Like air-to-air heat pump systems, air-to-water heat pumps extract heat from the air outside. Here though, is where things change. Unlike air-to-air heat pumps, air-to-water heat pumps distribute the extracted energy in the form of heated water. This means, of course, that the system needs a series of pipes and radiators to effectively and efficiently spread the energy around. In most cases, there’s no need to replace existing pipes and radiators. However, heat pumps operate at a lower pressure than traditional central heating and updating the pipes can help. Thanks to the requisite infrastructure, air-to-water heat pump systems often operate as a single, multi-room circuit. You won’t find many, if any, systems designed to heat a single room.  

Ait source Heat Pump diagram

Water-source heat pumps:

Water-sourced systems, as the name implies, work by extracting heat from a water source rather than from the outside air. Like air, external bodies of water always have residual heat. In fact, water holds more heat than external air.  These systems can be site-specific as they need to be near a suitable body of water. The water source could be a canal or a local lake or reservoir. To function efficiently, water-sourced heat pump systems must be close to the water source. Otherwise they can lose heat through expansive lengths of pipe.  As with the other heat pumps, we’ve discussed, the heat transfer happens in the same way.

Fun fact when Canary Wharf first opened its doors in the ‘80s, the exhibition centre for the development had a water sourced heating system. This heat pump extracted heat from the water in the docks that surrounded the complex, compressed it and circulated around the arena.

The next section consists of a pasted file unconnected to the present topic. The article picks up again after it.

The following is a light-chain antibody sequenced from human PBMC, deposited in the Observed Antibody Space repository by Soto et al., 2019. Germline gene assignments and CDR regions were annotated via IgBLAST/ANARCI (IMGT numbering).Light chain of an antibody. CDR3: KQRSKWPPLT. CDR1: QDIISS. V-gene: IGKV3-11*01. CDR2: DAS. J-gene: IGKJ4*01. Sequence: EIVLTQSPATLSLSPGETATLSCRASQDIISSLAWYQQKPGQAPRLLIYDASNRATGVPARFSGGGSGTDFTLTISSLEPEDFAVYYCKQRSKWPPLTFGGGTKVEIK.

Water source heat pump diagram

Ground-source heat pumps:

Often called geothermal heat pumps, ground-sourced heat pumps work like water-sourced heat pumps. The difference is that they extract heat from the ground outside rather than water. Like the source that water-sourced heat pumps draw their heat from, the ground temperature is consistent. This means ground-source heat pumps can offer the same or better efficiency as water-sourced circuits. In addition, they don’t need a nearby expanse of water.  The downside to ground-source systems is the price. Because they extract heat from underground, they need a lot of preparation. This can involve drilling deep boreholes or laying extensive pipework outside the property. Maintenance can also be expensive for the same reasons. 

Ground Source Heat Pump diagram

The Pros and Cons of Heat Pumps

Whilst they are not technically renewable technologies because they depend on a little electricity from the mains, heat pumps are a highly efficient way of keeping your house or office building warm. For the UK, where the climate is fairly moderate, heat pumps can work all year round even at the lower temperatures found in our winters. The problem for older buildings is that heat is produced at a lower level than in other systems which means that properties that are prone to draughts and are not properly insulated will struggle to keep the right ambient temperature.